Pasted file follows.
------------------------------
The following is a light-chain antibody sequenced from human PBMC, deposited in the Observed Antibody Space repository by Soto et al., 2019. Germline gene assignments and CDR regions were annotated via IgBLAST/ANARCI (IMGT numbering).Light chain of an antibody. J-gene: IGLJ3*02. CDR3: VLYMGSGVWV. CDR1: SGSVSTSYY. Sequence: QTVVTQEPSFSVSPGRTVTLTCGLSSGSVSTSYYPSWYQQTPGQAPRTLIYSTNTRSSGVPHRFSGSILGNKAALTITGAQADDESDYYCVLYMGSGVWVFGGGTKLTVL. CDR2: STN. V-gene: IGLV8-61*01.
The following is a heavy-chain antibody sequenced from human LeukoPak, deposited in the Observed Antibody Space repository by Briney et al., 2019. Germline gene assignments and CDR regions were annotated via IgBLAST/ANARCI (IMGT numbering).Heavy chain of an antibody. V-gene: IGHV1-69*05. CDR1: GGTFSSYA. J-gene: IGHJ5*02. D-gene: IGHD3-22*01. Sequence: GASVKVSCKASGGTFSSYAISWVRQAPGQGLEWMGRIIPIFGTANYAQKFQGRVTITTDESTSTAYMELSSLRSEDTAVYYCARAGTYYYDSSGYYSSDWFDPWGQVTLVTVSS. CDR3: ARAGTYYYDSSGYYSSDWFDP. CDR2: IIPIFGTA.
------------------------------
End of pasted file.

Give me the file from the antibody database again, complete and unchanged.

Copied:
The following is a light-chain antibody sequenced from human PBMC, deposited in the Observed Antibody Space repository by Soto et al., 2019. Germline gene assignments and CDR regions were annotated via IgBLAST/ANARCI (IMGT numbering).Light chain of an antibody. J-gene: IGLJ3*02. CDR3: VLYMGSGVWV. CDR1: SGSVSTSYY. Sequence: QTVVTQEPSFSVSPGRTVTLTCGLSSGSVSTSYYPSWYQQTPGQAPRTLIYSTNTRSSGVPHRFSGSILGNKAALTITGAQADDESDYYCVLYMGSGVWVFGGGTKLTVL. CDR2: STN. V-gene: IGLV8-61*01.
The following is a heavy-chain antibody sequenced from human LeukoPak, deposited in the Observed Antibody Space repository by Briney et al., 2019. Germline gene assignments and CDR regions were annotated via IgBLAST/ANARCI (IMGT numbering).Heavy chain of an antibody. V-gene: IGHV1-69*05. CDR1: GGTFSSYA. J-gene: IGHJ5*02. D-gene: IGHD3-22*01. Sequence: GASVKVSCKASGGTFSSYAISWVRQAPGQGLEWMGRIIPIFGTANYAQKFQGRVTITTDESTSTAYMELSSLRSEDTAVYYCARAGTYYYDSSGYYSSDWFDPWGQVTLVTVSS. CDR3: ARAGTYYYDSSGYYSSDWFDP. CDR2: IIPIFGTA.